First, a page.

WHEREVER YOU LOOK, LIFE AND DEATH STARE YOU IN THE FACE.
Born from the fertile imagination of bestselling author Michael Anderle
Read the first four books in the bestselling Apocalypse Paused series at a discounted bundle price!
Fight for Life and Death
Fountain of Youth, or Valley of Death?
One missile fired at Earth. One political decision could change the future of mankind when apocalypse happened.
Fighting hard, multiple countries band together to successfully pause the apocalypse.
Now, we have the future of mankind growing in the Sahara Desert, and we need hard, smart people to pull out the secrets.
So what did the military want with Dr. Christopher Lin?
By the time his helicopter ride was on the ground, he wasn't a ZOO virgin any longer.
The government needs the best of the best military and scientific minds working out how to pull the secrets from the ZOO, while keeping the deadly fauna and flora in check.
There is one major problem, the ZOO is transforming too quickly, and they didn't even have the basic information from the Bio-Domes on what went wrong.
•Is there such a thing as a king of indie authors? If so, Michael Anderle (Michael Todd is his pen name) is surely in the running for the title. As the creator and author of The Kurtherian Gambit series, he has brought a unique voice and in-your-face style to indie science fiction and fantasy. As the founder of LMBPN Publishing, he has propelled numerous indie authors into stratospheric success and launched dozens of books that have made a major impact on the publishing industry. On top of all that, he's one of the founders of the 20BooksTo50K group and a generous person who's willing to provide guidance and support when possible. I first met him through the 20Books group, chatting over the phone and then in person at the 20Books meetup in Pittsburgh, and he could not have been more gracious and informative. Including a boxed set of books from his Zoo series puts this bundle over the top, providing a showcase for a true indie superstar who has made it a point to stay ahead of his time. – Robert Jeschonek
"Truly frightening sci-fi a la Michael Crichton. Believable characters, mind bending situations and monstrous creatures. Do not read this before bed, it's nightmare inducing. Highly recommended!"– Amazon Review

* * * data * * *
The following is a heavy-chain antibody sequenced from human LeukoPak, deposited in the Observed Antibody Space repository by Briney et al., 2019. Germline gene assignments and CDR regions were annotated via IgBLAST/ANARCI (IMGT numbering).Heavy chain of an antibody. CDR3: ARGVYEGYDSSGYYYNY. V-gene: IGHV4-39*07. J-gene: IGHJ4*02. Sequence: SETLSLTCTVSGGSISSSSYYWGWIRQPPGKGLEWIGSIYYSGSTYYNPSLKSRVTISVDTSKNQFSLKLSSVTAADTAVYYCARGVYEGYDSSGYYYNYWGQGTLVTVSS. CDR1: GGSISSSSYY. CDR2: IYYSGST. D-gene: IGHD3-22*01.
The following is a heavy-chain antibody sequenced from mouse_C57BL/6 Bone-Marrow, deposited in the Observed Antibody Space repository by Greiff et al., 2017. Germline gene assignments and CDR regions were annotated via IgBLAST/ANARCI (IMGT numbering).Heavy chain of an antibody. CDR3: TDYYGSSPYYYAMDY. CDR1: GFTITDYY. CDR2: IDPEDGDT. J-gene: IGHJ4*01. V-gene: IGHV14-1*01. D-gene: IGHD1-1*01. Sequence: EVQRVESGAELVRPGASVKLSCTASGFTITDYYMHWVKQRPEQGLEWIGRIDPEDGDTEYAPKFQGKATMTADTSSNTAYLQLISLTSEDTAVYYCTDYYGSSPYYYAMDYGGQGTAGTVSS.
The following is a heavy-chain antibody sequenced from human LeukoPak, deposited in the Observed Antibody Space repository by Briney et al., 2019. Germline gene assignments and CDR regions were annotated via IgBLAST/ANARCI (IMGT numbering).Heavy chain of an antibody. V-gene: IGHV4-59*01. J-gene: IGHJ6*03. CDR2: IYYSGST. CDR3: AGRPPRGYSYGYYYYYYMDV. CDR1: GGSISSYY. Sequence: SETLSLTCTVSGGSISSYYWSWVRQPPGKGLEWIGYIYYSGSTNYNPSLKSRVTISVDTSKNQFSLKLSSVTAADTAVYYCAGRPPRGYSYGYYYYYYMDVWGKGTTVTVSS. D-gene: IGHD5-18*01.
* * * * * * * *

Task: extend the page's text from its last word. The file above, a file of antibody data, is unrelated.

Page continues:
"I love the idea of a new world growing within ours that has so many unknowns to it. The characters are real and the main ones well portrayed. Twists at the end make me happy that they are putting these Zoo books out so quickly. I won't have long to wait for the sequel, and in the meantime, I have 2 other Zoo series books to read."– Amazon Review
"This is an awesome start of a new series it is action packed and it will knock your socks off or at least scare you with what ifs!"– Amazon Review
"Honestly, i'm impressed by and enthralled with nearly everything that lmbpn has put out in the past 2.5 years of meteoric releases. This universe is definitely a bit more on the serious, rated "M", side of things. So if you're comfortable with the violence found in the war of the damned universe and don't mind a bit more sexiness I can almost guarantee you'll enjoy these new characters."– Amazon Review
She had to keep running.
The sounds of death were fainter now, and she fell against a tree and gasped for air. Its trunk was as green as its leaves and slick with greenish sap. For all its height, it was a young plant compared to its nigh-infinite number of siblings. This emerald hell was at once unnatural and hyper-natural. She had never seen anything like it. But she couldn't reflect on that now and rather needed to breathe and rest. She heaved and sobbed in the enveloping shadows, careless of the rips and stains that marred her once-white lab coat.